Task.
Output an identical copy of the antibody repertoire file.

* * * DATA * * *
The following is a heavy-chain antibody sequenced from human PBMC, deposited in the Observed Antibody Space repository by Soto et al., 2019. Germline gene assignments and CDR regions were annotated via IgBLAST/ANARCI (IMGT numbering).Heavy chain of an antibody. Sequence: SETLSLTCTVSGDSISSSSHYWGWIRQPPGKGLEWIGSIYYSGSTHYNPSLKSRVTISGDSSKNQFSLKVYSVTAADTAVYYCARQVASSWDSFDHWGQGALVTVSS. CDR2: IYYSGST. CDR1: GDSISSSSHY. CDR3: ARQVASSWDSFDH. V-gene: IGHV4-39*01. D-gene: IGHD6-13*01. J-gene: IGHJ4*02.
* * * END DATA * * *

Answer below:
The following is a heavy-chain antibody sequenced from human PBMC, deposited in the Observed Antibody Space repository by Soto et al., 2019. Germline gene assignments and CDR regions were annotated via IgBLAST/ANARCI (IMGT numbering).Heavy chain of an antibody. Sequence: SETLSLTCTVSGDSISSSSHYWGWIRQPPGKGLEWIGSIYYSGSTHYNPSLKSRVTISGDSSKNQFSLKVYSVTAADTAVYYCARQVASSWDSFDHWGQGALVTVSS. CDR2: IYYSGST. CDR1: GDSISSSSHY. CDR3: ARQVASSWDSFDH. V-gene: IGHV4-39*01. D-gene: IGHD6-13*01. J-gene: IGHJ4*02.